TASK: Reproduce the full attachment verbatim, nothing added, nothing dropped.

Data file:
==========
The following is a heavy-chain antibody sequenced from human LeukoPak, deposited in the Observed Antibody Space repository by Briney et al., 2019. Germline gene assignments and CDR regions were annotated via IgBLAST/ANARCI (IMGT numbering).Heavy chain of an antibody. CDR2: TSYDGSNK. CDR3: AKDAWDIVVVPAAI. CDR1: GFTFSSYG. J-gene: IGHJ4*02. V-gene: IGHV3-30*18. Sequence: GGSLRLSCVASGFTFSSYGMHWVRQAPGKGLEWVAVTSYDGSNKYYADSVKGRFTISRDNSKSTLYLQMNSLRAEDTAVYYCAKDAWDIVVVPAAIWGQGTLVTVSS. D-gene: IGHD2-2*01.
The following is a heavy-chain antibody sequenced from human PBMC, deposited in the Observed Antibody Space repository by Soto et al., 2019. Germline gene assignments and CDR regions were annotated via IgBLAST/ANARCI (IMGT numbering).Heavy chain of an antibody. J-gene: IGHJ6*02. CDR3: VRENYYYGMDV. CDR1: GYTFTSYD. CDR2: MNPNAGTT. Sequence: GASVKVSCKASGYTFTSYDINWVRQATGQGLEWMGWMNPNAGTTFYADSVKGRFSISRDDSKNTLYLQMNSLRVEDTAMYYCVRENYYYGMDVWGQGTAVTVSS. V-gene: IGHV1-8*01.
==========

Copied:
The following is a heavy-chain antibody sequenced from human LeukoPak, deposited in the Observed Antibody Space repository by Briney et al., 2019. Germline gene assignments and CDR regions were annotated via IgBLAST/ANARCI (IMGT numbering).Heavy chain of an antibody. CDR2: TSYDGSNK. CDR3: AKDAWDIVVVPAAI. CDR1: GFTFSSYG. J-gene: IGHJ4*02. V-gene: IGHV3-30*18. Sequence: GGSLRLSCVASGFTFSSYGMHWVRQAPGKGLEWVAVTSYDGSNKYYADSVKGRFTISRDNSKSTLYLQMNSLRAEDTAVYYCAKDAWDIVVVPAAIWGQGTLVTVSS. D-gene: IGHD2-2*01.
The following is a heavy-chain antibody sequenced from human PBMC, deposited in the Observed Antibody Space repository by Soto et al., 2019. Germline gene assignments and CDR regions were annotated via IgBLAST/ANARCI (IMGT numbering).Heavy chain of an antibody. J-gene: IGHJ6*02. CDR3: VRENYYYGMDV. CDR1: GYTFTSYD. CDR2: MNPNAGTT. Sequence: GASVKVSCKASGYTFTSYDINWVRQATGQGLEWMGWMNPNAGTTFYADSVKGRFSISRDDSKNTLYLQMNSLRVEDTAMYYCVRENYYYGMDVWGQGTAVTVSS. V-gene: IGHV1-8*01.